Tennessee Gov. Bill Haslam, front, is applauded as he arrives to deliver his annual State of the State address to the Legislature Monday, Feb. 9, 2015, in Nashville.
There are a lot of good things happening in Tennessee, and they're being recognized in significant ways across the country."

NASHVILLE -- Gov. Bill Haslam on Monday night promised to move "full speed ahead" in serving Tennessee taxpayers, touted the state's successes and laid out a defense of high state education standards in his annual State of the State address to the General Assembly.

"I stand here tonight to tell you that the state of our state is enviable in many ways," he told the joint convention of the House and Senate. "There are a lot of good things happening in Tennessee, and they're being recognized in significant ways across the country."

The governor defended the state's high education standards for students even as those standards are expected to come under attack from many fellow Republicans in the GOP-dominated General Assembly.

"It doesn't really matter what we call our standards. What does matter is that we have the highest standards possible," Haslam said.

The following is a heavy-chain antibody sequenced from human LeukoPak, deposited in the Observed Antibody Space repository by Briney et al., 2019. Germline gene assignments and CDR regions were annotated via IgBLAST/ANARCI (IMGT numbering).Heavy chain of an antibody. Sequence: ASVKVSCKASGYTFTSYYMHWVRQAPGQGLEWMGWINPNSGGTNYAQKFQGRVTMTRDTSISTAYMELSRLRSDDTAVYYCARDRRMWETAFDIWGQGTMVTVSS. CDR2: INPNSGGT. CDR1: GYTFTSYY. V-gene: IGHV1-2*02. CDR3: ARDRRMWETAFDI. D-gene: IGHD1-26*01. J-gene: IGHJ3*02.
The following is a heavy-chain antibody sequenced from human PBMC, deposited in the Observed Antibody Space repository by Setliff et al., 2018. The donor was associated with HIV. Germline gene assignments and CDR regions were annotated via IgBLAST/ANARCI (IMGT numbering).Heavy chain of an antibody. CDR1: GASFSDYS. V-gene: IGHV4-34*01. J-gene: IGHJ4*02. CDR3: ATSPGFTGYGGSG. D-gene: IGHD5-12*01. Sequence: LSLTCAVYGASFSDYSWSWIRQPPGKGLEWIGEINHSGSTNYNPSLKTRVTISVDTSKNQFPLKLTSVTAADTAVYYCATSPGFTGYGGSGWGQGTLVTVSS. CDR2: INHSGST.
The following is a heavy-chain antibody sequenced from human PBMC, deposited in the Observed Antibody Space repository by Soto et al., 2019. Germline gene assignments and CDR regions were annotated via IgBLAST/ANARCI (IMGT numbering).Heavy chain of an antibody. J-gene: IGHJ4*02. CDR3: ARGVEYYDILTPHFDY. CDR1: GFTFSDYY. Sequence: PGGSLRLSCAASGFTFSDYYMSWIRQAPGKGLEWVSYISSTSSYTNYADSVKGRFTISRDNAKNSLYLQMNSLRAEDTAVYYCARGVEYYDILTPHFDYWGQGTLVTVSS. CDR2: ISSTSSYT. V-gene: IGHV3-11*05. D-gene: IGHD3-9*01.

Haslam received a standing ovation as he outlined putting aside nearly $100 million in a pool for teacher pay raises.

The governor began and ended his speech by noting the defeat of his Insure Tennessee proposal in a special session just last week. The proposal called for using federal Medicaid funds to extend health insurance to 280,000 low-income Tennesseans.


"Last week, the decision was made not to move forward with Insure Tennessee. However, that does not mean the issues around health care go away," Haslam told the state's lawmakers Monday. "Too many Tennesseans are still not getting health coverage they need in the right way, in the right place, at the right time."

Health care costs are still "eating up too much of our state's budget and impacting the federal deficit and nation's debt," Haslam said. "According to the Congressional Budget Office, if we maintained health care costs at their current levels, which we know are inflated, for the next eight years -- just kept them flat -- we'd eliminate the nation's deficit. To do that, we can't keep doing what we have been doing.

"So," Haslam said, "though the special session has ended, I hope we can find a way to work together to address those problems."

Rep. Dan Howell, R-Cleveland, said later Monday night that Haslam hit the right notes in talking about Insure Tennessee.

"It was something I felt that he had to acknowledge. But he didn't beat the Legislature up over the defeat of it. He did say something to the effect that now it's time to move on and let's take care of business," Howell said.

He said he also liked the governor's emphasis on education.

"I believe that the most important thing we do up here on the Hill is educate the children of Tennessee, because without it you don't have workforce development, you don't have economic development, industrial recruitment, and your quality of life goes away," Howell said.

Howell said he was "especially pleased" by the $100 million proposed for teacher pay raises.

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Contact staff writer Andy Sher at or 615-255-0550.